A Sacra Conversazione: The Madonna and Child with Saints Luke and Catherine of Alexandria was sold at Sotheby's to a European telephone bidder.

It beat the previous Titian auction record of £7.5m ($11.9m) paid at Christie's in London in December 1991.

Ring any bells? I reported back in August 2008 that The Duke of Sutherland had offered the nation a pair of Titians. The first would be £50 million and if we bought that we could have the other for another £50m. Apparently we have raised the money for the first and are now saving up for the second. I hadn't realised that this was nearly seven times the highest price then paid for a Titian and even now nearly five times the highest price. In fact, looking back through the newspaper archives, nothing was said about that at all.

The Duke of Sutherland said they would fetch five times his price at auction (although he would, wouldn't he?), that is to say they would each fetch 33 times the highest price ever paid for that artist.

Now, I am no art market expert, but my rat odour detector is beginning to flash.

And what is all this 'saved for the nation' stuff? The picture (both, if we can afford them) will be on display in Edinburgh and as I said at the time it would cost someone in, say, Wales, no less to see them than if they were in the Guggenheim in New York.

So who accepted this £50m figure?

That smell? A rat, surely? A perceptible rat.


I remember once remarking to a Cairanese taxi driver that there seemed to be a lot of police about. He said yes, but there are even more that you can’t see. Hosni Mubarak, who came to power after the assassination of Sadat, has kept a tight grip on things these 30 years. I wonder what he is thinking now.

Cairo has a population of around 8m, but the same number again come into the centre each day, working or looking for work, making the city a hotbed of talk, rumour and now violence. Nevertheless, the number involved in the demonstrations is in the tens of thousands, a tiny percentage of the population, and the number killed is a lower percentage than when the police opened fire at Kent State University forty years ago (Hillary Clinton please note, before mouthing off again about police violence). Mubarak, who was Vice President to Sadat for 6 years and before that Commander of the Airforce, is not a man of the people and will be wondering if all this will soon blow over. In this, I think, he is wrong.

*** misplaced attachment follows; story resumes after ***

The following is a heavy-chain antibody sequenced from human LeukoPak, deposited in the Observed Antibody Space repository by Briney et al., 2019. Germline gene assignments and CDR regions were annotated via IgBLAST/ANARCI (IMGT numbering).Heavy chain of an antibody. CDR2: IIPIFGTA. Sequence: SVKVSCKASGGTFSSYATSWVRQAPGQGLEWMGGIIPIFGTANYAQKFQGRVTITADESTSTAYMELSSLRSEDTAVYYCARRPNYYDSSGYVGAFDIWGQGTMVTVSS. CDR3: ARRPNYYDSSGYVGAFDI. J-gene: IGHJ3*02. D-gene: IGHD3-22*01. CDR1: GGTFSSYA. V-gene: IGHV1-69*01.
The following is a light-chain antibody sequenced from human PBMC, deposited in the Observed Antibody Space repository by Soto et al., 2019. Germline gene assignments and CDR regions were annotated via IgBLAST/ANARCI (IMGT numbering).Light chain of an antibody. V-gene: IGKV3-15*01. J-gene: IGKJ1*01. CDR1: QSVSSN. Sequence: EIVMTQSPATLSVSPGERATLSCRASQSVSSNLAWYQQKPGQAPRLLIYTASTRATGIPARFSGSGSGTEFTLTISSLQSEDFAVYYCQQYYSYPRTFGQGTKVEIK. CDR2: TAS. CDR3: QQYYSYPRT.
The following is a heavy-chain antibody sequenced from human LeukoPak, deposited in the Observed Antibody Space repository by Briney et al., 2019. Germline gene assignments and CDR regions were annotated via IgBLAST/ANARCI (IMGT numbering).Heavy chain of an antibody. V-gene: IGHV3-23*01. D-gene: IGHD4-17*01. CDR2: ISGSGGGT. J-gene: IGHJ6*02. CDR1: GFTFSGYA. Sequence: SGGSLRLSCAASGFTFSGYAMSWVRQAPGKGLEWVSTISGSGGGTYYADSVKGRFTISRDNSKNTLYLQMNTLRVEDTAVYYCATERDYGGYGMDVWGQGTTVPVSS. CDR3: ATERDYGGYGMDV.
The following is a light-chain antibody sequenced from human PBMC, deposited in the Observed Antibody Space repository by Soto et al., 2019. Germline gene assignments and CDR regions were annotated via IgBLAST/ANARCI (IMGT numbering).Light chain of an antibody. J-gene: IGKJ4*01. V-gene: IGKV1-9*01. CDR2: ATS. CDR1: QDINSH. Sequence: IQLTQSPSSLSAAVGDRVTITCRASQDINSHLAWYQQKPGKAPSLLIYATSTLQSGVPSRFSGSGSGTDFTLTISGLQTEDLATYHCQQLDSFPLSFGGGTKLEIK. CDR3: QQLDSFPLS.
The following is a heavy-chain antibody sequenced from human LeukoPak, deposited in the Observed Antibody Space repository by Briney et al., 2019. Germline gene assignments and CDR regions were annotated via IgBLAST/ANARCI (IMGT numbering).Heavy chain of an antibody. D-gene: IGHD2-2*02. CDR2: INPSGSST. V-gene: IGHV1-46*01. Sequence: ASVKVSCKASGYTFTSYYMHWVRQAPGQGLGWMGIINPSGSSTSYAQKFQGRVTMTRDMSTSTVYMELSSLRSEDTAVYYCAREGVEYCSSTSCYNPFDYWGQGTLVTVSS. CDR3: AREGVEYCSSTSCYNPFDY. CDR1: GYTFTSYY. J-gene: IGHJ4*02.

As I write, we learn that Mubarak has dismissed his cabinet. He will feel that he has been let down by others; dictators always feel that. Has it spread from Tunisia? We read in the Daily Telegraph this morning that all this has been encouraged by the USA. To be double crossed after turning a blind eye to all that rendition business! And after his help in the Gulf War!

But eventually Mubarak will see that it wasn’t the cabinet the people were complaining about; that the crowd of demonstrators was growing and they were not Americans, but Egyptians; that they are burning pictures of him, and demanding that his son Gamal doesn’t take over after him.

In short, they are demanding change, and some time, maybe even this week, Mubarak will see this and go. What he will leave we can only guess. It is not for us to interfere, but we must watch it carefully, and hope.

28 January, 2011

Bad luck

This blog's congratulations to Nelson Mandela, who, despite being detained in hospital for a couple of days, has not died.

You could almost taste the disappointment of the 24hrs news media, who had to concentrate on more difficult things, like North Africa and the British education system.

27 January, 2011

The Holocaust

Today is of course the anniversary of the freeing by Russian soldiers of the survivors of Auschwitz and is observed in many countries as Holocaust Memorial Day.

Of course at the time, in 1945, the Russian Gulags were already open and many more would be built; not long afterwards millions died in China for a belief no more defensible than antisemitism; persecution of religious and tribal minorities still goes on in Africa, and we have had ethnic cleansing as close as the Balkans.

Holocaust Memorial Day is important to some, but there is no practical value to it; it has not brought an end to these horrors and nor will it ever. It is an opportunity for smug politicians to make worthy speeches. You can read them in the papers tomorrow. I shan't.

Ship of Fools